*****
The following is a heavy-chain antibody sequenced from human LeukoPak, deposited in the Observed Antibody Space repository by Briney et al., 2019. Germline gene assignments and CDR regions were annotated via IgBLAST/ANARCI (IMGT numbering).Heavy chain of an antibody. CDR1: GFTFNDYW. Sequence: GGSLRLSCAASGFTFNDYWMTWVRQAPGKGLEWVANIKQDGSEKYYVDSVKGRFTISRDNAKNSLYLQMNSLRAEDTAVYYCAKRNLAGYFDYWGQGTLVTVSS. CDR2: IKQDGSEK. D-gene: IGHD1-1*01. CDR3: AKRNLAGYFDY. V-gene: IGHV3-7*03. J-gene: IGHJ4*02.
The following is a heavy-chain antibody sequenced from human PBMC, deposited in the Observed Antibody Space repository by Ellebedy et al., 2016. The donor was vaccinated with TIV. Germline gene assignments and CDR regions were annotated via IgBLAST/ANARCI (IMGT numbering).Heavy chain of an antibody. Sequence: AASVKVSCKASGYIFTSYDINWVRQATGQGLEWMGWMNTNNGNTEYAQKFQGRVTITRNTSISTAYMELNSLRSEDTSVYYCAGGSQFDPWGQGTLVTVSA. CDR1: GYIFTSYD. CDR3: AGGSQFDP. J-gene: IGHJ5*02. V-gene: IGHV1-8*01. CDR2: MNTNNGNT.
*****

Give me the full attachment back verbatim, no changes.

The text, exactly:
The following is a heavy-chain antibody sequenced from human LeukoPak, deposited in the Observed Antibody Space repository by Briney et al., 2019. Germline gene assignments and CDR regions were annotated via IgBLAST/ANARCI (IMGT numbering).Heavy chain of an antibody. CDR1: GFTFNDYW. Sequence: GGSLRLSCAASGFTFNDYWMTWVRQAPGKGLEWVANIKQDGSEKYYVDSVKGRFTISRDNAKNSLYLQMNSLRAEDTAVYYCAKRNLAGYFDYWGQGTLVTVSS. CDR2: IKQDGSEK. D-gene: IGHD1-1*01. CDR3: AKRNLAGYFDY. V-gene: IGHV3-7*03. J-gene: IGHJ4*02.
The following is a heavy-chain antibody sequenced from human PBMC, deposited in the Observed Antibody Space repository by Ellebedy et al., 2016. The donor was vaccinated with TIV. Germline gene assignments and CDR regions were annotated via IgBLAST/ANARCI (IMGT numbering).Heavy chain of an antibody. Sequence: AASVKVSCKASGYIFTSYDINWVRQATGQGLEWMGWMNTNNGNTEYAQKFQGRVTITRNTSISTAYMELNSLRSEDTSVYYCAGGSQFDPWGQGTLVTVSA. CDR1: GYIFTSYD. CDR3: AGGSQFDP. J-gene: IGHJ5*02. V-gene: IGHV1-8*01. CDR2: MNTNNGNT.